Katherine Leigh Wolf, MUP 2018

Summer 2017

Organization: Boston Planning & Development Agency, Boston, MA

Sponsor: Joint Center for Housing Studies Community Service Fellowship

The Place – Governor’s Corner

” While interning with the Boston Planning & Development Agency (BPDA), much of my time has been focused around the recent launch of a planning study area in Dorchester. The study area, named after John Glover and the site’s historic connection with the tanning industry of the early 1600’s, is a crossroads between many neighborhoods of diverse backgrounds, ages, and ethnicities. The site is also home to existing and often underutilized industrial and commercial parcels that dominate much of the land area. However, with close proximity to the Red Line, including the Savin Hill and Fields Corner T stops, Glover’s Corner is uniquely positioned to grow.

Identified as one of four existing planning study areas along transit corridors within the City of Boston, Glover’s Corner serves as a component of a wider mayoral strategy to introduce housing units to the market, while at the same time concentrating density around major transit stops. However, this area, as well as many other neighborhoods, are feeling the housing crunch and are concerned about rising rents and a changing neighborhood character.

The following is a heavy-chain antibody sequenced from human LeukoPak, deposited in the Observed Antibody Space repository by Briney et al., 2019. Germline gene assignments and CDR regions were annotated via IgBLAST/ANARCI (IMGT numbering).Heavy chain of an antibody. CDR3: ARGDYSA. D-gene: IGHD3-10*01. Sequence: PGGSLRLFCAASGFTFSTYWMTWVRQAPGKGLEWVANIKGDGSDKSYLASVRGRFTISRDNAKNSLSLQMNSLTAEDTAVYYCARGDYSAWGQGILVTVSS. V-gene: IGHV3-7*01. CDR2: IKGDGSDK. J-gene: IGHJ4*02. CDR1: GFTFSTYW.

The vision for the Community Planning Team, and an area that I have been tasked with this summer, is to bring residents and the wider Dorchester community into the planning process. Their goal is to better understand the existing needs and desires of residents for their community, as well as their feelings about the future. It is also their intention to share what they know as professional planners about the existing conditions of the neighborhood, and how they feel some of the strengths and weaknesses of Glover’s Corner could be leveraged to improve the area for both current residents and new-comers.

The intentions for this community planning process for Glover’s Corner, as well as the other identified study areas, are to improve quality of life in both the sites themselves and Boston as a whole through increased development. While often highly contentious, there is so much to learn from the City of Boston in its efforts to align and meld its current building boom and population growth projects to existing Bostonians.”


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Posted on

September 13, 2017